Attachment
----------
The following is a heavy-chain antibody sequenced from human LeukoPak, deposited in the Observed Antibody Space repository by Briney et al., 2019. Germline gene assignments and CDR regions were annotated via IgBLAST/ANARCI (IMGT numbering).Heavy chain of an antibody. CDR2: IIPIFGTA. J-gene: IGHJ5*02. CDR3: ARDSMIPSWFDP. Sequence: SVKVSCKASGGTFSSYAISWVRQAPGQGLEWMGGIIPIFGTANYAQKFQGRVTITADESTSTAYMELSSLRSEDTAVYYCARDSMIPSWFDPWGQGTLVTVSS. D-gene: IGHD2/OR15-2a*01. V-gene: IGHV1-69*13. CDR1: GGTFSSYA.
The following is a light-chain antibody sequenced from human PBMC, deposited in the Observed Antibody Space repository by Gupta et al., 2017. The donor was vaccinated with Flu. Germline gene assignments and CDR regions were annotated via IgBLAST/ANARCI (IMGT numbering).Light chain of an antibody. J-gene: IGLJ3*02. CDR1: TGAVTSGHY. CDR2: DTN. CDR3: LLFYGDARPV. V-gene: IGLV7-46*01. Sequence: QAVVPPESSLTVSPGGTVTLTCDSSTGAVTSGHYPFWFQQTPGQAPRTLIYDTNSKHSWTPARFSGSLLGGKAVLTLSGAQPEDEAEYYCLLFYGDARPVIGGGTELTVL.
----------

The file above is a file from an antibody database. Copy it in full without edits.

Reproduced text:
The following is a heavy-chain antibody sequenced from human LeukoPak, deposited in the Observed Antibody Space repository by Briney et al., 2019. Germline gene assignments and CDR regions were annotated via IgBLAST/ANARCI (IMGT numbering).Heavy chain of an antibody. CDR2: IIPIFGTA. J-gene: IGHJ5*02. CDR3: ARDSMIPSWFDP. Sequence: SVKVSCKASGGTFSSYAISWVRQAPGQGLEWMGGIIPIFGTANYAQKFQGRVTITADESTSTAYMELSSLRSEDTAVYYCARDSMIPSWFDPWGQGTLVTVSS. D-gene: IGHD2/OR15-2a*01. V-gene: IGHV1-69*13. CDR1: GGTFSSYA.
The following is a light-chain antibody sequenced from human PBMC, deposited in the Observed Antibody Space repository by Gupta et al., 2017. The donor was vaccinated with Flu. Germline gene assignments and CDR regions were annotated via IgBLAST/ANARCI (IMGT numbering).Light chain of an antibody. J-gene: IGLJ3*02. CDR1: TGAVTSGHY. CDR2: DTN. CDR3: LLFYGDARPV. V-gene: IGLV7-46*01. Sequence: QAVVPPESSLTVSPGGTVTLTCDSSTGAVTSGHYPFWFQQTPGQAPRTLIYDTNSKHSWTPARFSGSLLGGKAVLTLSGAQPEDEAEYYCLLFYGDARPVIGGGTELTVL.